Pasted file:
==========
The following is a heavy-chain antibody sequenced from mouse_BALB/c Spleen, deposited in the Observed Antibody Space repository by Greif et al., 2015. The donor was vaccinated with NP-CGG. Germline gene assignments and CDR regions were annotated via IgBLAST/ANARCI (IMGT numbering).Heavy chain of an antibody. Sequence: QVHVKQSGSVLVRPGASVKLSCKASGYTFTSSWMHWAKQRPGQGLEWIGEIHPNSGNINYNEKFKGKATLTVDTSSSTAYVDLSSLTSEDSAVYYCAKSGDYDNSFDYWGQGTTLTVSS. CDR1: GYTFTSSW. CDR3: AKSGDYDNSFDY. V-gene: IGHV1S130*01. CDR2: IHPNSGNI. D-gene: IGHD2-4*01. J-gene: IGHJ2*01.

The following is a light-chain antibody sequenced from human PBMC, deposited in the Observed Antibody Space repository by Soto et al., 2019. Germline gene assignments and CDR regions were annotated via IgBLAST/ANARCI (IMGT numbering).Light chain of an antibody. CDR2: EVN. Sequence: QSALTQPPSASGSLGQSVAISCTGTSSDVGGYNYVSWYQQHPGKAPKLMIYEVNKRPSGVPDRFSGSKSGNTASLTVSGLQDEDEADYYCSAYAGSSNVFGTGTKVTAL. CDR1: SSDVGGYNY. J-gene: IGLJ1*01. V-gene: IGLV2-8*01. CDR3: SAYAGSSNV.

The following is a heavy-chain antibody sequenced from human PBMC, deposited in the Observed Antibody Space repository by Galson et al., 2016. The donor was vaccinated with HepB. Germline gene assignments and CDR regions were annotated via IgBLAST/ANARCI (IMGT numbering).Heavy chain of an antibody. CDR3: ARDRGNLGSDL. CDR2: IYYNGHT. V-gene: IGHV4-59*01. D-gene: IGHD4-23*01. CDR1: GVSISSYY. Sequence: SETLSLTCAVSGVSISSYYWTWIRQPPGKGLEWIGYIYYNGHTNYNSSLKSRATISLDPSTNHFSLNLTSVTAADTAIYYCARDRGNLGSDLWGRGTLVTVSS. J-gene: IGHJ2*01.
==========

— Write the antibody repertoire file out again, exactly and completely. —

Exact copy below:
The following is a heavy-chain antibody sequenced from mouse_BALB/c Spleen, deposited in the Observed Antibody Space repository by Greif et al., 2015. The donor was vaccinated with NP-CGG. Germline gene assignments and CDR regions were annotated via IgBLAST/ANARCI (IMGT numbering).Heavy chain of an antibody. Sequence: QVHVKQSGSVLVRPGASVKLSCKASGYTFTSSWMHWAKQRPGQGLEWIGEIHPNSGNINYNEKFKGKATLTVDTSSSTAYVDLSSLTSEDSAVYYCAKSGDYDNSFDYWGQGTTLTVSS. CDR1: GYTFTSSW. CDR3: AKSGDYDNSFDY. V-gene: IGHV1S130*01. CDR2: IHPNSGNI. D-gene: IGHD2-4*01. J-gene: IGHJ2*01.

The following is a light-chain antibody sequenced from human PBMC, deposited in the Observed Antibody Space repository by Soto et al., 2019. Germline gene assignments and CDR regions were annotated via IgBLAST/ANARCI (IMGT numbering).Light chain of an antibody. CDR2: EVN. Sequence: QSALTQPPSASGSLGQSVAISCTGTSSDVGGYNYVSWYQQHPGKAPKLMIYEVNKRPSGVPDRFSGSKSGNTASLTVSGLQDEDEADYYCSAYAGSSNVFGTGTKVTAL. CDR1: SSDVGGYNY. J-gene: IGLJ1*01. V-gene: IGLV2-8*01. CDR3: SAYAGSSNV.

The following is a heavy-chain antibody sequenced from human PBMC, deposited in the Observed Antibody Space repository by Galson et al., 2016. The donor was vaccinated with HepB. Germline gene assignments and CDR regions were annotated via IgBLAST/ANARCI (IMGT numbering).Heavy chain of an antibody. CDR3: ARDRGNLGSDL. CDR2: IYYNGHT. V-gene: IGHV4-59*01. D-gene: IGHD4-23*01. CDR1: GVSISSYY. Sequence: SETLSLTCAVSGVSISSYYWTWIRQPPGKGLEWIGYIYYNGHTNYNSSLKSRATISLDPSTNHFSLNLTSVTAADTAIYYCARDRGNLGSDLWGRGTLVTVSS. J-gene: IGHJ2*01.